Gosh Mike, you always tell people to do their own research, why don't you figure it out ?
None of the car makers seems to release model by model fleet vs. retail sales results. However, have a look at this, which is only one of many references to the issue you can find.
http://www.detnews.com/apps/pbcs.dll/article?AID=/20060329/AUTO01/603290375/1148
Fleets mask Big 3 woes Growing reliance on low-margin sales drains profits Bryce G. Hoffman / The Detroit News
"According to Murphy, Detroit's fleet sales reached new highs in the last three months of 2005, accounting for 29.5 percent of overall vehicle sales."
It is of course impossible to tell what the model mix is in those numbers or what the mix of daily rental fleet vs. other fleet user sales are.
If you travel frequently you will see that the Impala may yet dethrone the Taurus as the current king of the full size car rental fleet at the airports. Lots of Pontiacs out there in rental land as well.
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After many years is the fleet sales and service business I can give you some facts. Most fleet sales, by around 80%, are to corporate and government fleets, not rental companies, that keep them is service for five years or 30K WOF. Second nearly every manufacture foreign and domestic sells, or tries to sell, to fleets. Domestic are just much more successful doing so. The 'hugh' fleet discount, that they ALL offer to get multiple orders of like vehicles, is around $600 if one buy five or more. Fleet sales are made by the individual dealers, not manufactures they can not sell vehicles directly to customers. Building a large number of like vehicles on the assembly line at the same time is less expensive, allowing for the discount. Most importantly NO manufacture, foreign or domestic cares who buys their vehicles. When it come to fleet sales the Koreans sell a higher percentage to fleets than ANY of the domestic manufactures.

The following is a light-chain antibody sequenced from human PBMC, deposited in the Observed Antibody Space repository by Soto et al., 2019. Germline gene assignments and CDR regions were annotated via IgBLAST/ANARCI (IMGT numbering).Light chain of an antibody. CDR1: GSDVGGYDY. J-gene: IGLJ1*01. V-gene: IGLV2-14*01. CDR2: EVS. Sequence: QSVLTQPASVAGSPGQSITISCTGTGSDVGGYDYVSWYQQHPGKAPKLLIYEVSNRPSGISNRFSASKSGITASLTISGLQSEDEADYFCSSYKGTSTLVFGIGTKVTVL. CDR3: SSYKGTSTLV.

The Taurus, the second best selling individual model in the US, goes away at the end of the 2006 production run. If you want one, go see the Fleet Sales Manager at you local Ford dealer. Since all the cars are basically the same except for minor option and colors, Ford was able to greatly reduce the build cost. It is a hell of a buy, fully equipped state of the art V6 vehicle under 20K, but you will not get the $600 fleet discount. ;)
mike hunt

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wrote:

I bet he would say that counts. He was just asking though. The guy has a point.
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I've had coupons for free oil changes and would not even take it to the dealer for that.
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You mean th Ion with the Honda engine?
mike hunt
. I know the Mazda3, Toy Corolla and Civic Sedan premiums were all

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Um, no. Last time I checked, the only engine GM used from Honda was in the Vue.
Steve

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NA. Here insurance cost is related to the new vehicle cost. You're spouting off again without facts Mike.
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Compare premiums between foreign and domestic, as well as FWD and RWD, cars with you agent and educate yourself, WBMA ;)
mike hunt